The REINS (Regulations from the Executive in Need of Scrutiny) Act, H.R. 10, passed the House on December 7. The vote was 241-to-184; all Republicans present and four Democrats voted for the bill. Politically, the bill is generally lumped together with the Regulatory Accountability Act, H.R. 3010, on which see here and here. Thus, the Wall Street Journal likes it; the New York Times does not. Substantively, however, it would do something quite different. In a nutshell, it would take the existing Congressional Review Act’s almost-entirely-ignored provisions for congressional disapproval of significant regulations and makes one fundamental change: Instead of permitting passage of a joint resolution of disapproval before a major regulation (i.e. one with an annual impact on the economy over $100 million) becomes effective, it would require passage of a joint resolution of approval before the regulation becomes effective. The bill would create a special fast-track mechanism for considering such a resolution within the required time period; delaying tactics such as filibusters and holds would not be permitted.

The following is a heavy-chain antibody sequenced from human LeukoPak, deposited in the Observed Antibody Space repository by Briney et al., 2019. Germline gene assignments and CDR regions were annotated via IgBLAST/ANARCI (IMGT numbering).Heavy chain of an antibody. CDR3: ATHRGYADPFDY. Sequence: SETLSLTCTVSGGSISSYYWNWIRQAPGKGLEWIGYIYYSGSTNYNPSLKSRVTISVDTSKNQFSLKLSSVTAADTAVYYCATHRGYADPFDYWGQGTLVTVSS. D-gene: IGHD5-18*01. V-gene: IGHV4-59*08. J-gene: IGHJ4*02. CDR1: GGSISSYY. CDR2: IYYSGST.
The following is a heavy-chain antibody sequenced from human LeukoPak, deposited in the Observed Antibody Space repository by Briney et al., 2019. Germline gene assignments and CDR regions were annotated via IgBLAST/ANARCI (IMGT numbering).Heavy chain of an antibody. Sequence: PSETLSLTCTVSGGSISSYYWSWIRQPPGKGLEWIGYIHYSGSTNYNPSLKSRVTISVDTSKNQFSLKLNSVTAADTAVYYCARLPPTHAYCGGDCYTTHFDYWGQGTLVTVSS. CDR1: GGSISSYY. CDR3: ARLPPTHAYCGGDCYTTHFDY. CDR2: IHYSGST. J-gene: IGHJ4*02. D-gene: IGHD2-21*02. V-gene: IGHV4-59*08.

As with the Regulatory Accountability Act, the legislation’s prospects in the Senate are much dimmer than in the House, and the White House has issued a Statement of Administration Policy threatening a veto.
The Section has not taken a position or submitted comments on the REINS Act. Useful discussion in the blogosphere includes Jonathan Adler’s generally supportive posts at the Volokh Conspiracy, former Section Chair Sally Katzen’s testimony opposing the bill, and extensive coverage at RegBlog.
This post was originally published on the legacy ABA Section of Administrative Law and Regulatory Practice Notice and Comment blog, which merged with the Yale Journal on Regulation Notice and Comment blog in 2015.